113. It’s Mother’s Day

In recognition of Mother’s Day, National Geographic posted twenty-one photos of Beautiful Moments Between Animal Mothers and Their Babies in their Photo Gallery. Included with each photo was a short explanation of some of the more unique and varying mothering methods found in the animal kingdom.

“Every animal can thank a mom for making life possible,” writes the author.
“Some mothers lay eggs, in treetops or on the seafloor, while others labor through long pregnancies and live births. Many moms are on their own, but a fortunate few get help from babysitters or nursemaids. Mother-child bonding runs the gamut of relationship styles.”

Among the twenty-one animals featured in the photo gallery, five live on African soil.

And despite the heart-warming topic, not all the photos conjure up warm and cuddly thoughts.

Source: National Geographic, Photography by Zssd, Miden Picture



Emperor scorpion mothers give birth to an average of nine to 32 fully formed young. Here, an emperor scorpion, one of the world’s largest scorpions, carries her immature offspring on her back.


Source: National Geographic, photography by Nichols, Nat Geo Image Collection



Lion moms may live with their daughters for life. The African lions live in prides dominated by related females, like this cub-wrangling mom in Serengeti National Park, Tanzania.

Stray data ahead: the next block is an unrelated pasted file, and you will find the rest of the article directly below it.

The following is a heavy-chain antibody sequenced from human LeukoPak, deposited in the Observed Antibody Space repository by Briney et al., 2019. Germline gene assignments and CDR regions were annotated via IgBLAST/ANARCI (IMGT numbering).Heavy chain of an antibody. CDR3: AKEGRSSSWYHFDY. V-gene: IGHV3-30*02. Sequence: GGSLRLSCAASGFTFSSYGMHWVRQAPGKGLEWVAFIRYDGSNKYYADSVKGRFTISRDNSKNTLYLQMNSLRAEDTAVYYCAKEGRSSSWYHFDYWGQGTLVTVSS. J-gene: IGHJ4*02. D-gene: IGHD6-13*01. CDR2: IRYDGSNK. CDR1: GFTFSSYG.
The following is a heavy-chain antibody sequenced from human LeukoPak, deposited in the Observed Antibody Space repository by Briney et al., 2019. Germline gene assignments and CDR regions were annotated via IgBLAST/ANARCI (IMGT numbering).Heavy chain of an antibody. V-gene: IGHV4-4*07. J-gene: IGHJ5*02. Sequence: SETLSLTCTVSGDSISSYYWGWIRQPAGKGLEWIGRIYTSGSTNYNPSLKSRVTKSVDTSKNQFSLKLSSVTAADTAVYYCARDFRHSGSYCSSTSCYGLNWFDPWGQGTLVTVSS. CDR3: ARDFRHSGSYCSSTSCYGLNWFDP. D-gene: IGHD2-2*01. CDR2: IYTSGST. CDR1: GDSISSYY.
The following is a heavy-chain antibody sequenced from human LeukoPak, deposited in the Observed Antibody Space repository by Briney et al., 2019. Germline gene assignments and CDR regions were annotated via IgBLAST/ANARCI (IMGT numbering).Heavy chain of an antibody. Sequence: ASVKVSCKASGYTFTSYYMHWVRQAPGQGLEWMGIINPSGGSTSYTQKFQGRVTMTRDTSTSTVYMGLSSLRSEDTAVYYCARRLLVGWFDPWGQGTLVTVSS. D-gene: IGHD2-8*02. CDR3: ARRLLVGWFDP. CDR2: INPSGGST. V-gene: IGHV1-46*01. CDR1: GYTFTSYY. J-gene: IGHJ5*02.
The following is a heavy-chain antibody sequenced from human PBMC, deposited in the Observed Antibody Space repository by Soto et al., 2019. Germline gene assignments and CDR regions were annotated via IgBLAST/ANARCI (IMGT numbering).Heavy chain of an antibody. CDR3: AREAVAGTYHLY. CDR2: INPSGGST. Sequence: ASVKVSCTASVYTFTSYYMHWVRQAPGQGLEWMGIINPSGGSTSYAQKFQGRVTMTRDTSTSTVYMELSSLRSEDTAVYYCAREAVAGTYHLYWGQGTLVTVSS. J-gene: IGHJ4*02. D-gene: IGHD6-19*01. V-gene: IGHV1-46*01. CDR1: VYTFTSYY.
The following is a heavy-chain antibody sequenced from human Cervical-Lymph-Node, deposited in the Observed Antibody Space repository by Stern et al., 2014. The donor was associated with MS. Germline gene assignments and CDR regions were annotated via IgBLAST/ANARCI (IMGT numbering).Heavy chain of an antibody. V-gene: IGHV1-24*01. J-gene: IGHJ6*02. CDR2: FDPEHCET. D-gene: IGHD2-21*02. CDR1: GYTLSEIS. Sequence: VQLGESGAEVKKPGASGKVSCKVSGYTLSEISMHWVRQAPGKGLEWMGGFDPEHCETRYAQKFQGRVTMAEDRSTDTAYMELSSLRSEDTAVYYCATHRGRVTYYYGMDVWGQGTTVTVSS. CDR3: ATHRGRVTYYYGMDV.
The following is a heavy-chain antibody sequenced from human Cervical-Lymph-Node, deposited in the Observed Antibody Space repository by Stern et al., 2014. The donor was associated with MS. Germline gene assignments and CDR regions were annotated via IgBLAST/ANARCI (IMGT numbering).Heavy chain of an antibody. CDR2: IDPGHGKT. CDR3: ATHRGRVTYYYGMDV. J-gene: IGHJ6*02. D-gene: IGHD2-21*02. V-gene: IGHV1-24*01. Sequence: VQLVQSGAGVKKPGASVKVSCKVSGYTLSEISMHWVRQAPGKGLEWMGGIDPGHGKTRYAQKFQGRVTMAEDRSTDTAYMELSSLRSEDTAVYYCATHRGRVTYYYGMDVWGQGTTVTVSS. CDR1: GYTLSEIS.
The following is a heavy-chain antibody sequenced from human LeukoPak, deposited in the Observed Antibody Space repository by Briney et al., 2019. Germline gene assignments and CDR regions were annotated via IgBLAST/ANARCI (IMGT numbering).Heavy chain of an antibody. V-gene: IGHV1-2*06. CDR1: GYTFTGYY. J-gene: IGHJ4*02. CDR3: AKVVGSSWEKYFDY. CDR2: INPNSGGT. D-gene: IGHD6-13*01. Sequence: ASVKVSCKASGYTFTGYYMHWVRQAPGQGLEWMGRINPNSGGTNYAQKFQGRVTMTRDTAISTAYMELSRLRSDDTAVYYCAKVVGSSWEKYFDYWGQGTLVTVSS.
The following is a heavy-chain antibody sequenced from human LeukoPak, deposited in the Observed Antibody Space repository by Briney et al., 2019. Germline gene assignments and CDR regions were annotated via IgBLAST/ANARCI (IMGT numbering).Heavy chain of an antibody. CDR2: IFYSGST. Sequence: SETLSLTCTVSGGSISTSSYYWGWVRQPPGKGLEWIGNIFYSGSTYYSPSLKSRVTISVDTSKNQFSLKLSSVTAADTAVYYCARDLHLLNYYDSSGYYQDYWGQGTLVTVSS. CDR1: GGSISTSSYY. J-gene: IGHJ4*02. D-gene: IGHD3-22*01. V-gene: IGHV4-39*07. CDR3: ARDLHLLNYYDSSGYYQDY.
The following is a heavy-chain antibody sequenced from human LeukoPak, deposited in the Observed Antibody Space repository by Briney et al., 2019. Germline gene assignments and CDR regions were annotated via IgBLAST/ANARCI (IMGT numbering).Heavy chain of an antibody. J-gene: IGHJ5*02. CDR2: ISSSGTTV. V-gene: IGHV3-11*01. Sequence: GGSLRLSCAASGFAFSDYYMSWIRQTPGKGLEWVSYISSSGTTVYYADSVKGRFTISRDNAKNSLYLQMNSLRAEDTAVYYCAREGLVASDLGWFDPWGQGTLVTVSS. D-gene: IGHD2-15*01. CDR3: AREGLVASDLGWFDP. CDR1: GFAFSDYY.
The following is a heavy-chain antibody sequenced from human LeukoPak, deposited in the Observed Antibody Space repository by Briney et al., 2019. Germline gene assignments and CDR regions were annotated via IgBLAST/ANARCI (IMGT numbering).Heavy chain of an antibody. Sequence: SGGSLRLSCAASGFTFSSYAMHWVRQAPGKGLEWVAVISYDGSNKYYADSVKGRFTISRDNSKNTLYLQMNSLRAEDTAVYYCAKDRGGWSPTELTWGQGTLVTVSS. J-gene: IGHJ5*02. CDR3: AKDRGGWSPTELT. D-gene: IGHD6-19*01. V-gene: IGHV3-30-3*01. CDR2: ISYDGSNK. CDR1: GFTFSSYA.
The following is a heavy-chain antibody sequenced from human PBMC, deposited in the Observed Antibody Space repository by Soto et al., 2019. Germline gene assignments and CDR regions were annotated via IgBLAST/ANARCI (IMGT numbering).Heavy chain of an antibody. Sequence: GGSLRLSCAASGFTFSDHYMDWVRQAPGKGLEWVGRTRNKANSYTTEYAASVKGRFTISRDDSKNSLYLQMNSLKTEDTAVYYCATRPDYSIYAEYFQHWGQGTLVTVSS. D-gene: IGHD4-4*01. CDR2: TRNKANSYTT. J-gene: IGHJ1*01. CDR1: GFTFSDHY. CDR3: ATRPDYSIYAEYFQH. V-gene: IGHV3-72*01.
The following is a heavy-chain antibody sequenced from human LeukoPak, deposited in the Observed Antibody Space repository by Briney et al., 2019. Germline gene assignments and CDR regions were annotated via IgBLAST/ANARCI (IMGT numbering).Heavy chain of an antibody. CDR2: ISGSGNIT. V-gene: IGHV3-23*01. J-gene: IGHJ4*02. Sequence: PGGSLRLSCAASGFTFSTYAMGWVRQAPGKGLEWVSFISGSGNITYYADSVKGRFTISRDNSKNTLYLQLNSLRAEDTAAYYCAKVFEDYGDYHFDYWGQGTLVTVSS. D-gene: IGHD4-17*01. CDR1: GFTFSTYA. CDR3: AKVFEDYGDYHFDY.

Source: National Geographic, photography by Frans Lanting, Nat Geo Image Collection



During the early weeks of her cubs’ lives, the mother must move them every few days to avoid predators. If all goes well, cheetah siblings stay with their mom for about a year and a half, learning to hunt.
Some cheetahs are supermoms, not only raising their own young but fostering the cubs of others.


Source: National Geographic, photography by Zssd, Miden Pictures



Hippo calves are often born underwater. It’s up to Mom to push her calf to the surface to take its first breath.

Mothers are fiercely protective of their young, but they also have a softer side, cleaning and doting on their calves. If its baby dies, mothers even display what some scientists interpret as grief.


Source: National Geographic, photography by Madelaine Castles, Nat Geo Image Collection



Giraffe calves stand within 30 minutes of birth. It’s critical that they do so, as newborn calves are a favorite meal of many African predators.
Before they are born, mom has to endure a 15-month pregnancy, which allows for the development of a six-foot-tall baby with strong muscles and nervous system.

109. The King of the Jungle Doesn’t Live in the Jungle – And Other Facts You Probably Already Know About Lions


Lions live in grasslands and plains.
They do not live in the jungle.


The lion is the only member of the cat family that displays obvious markings (its mane) that distinguish the male from the female.
A male’s mane grows darker as it ages.  Female lions prefer males with fuller, thicker, darker manes.

The roar of a lion can be heard from 5 miles away.
Lions use their roar as a form of communication. It identifies individuals, strengthens the pride’s bond, and lets other animals know of the pride’s domain.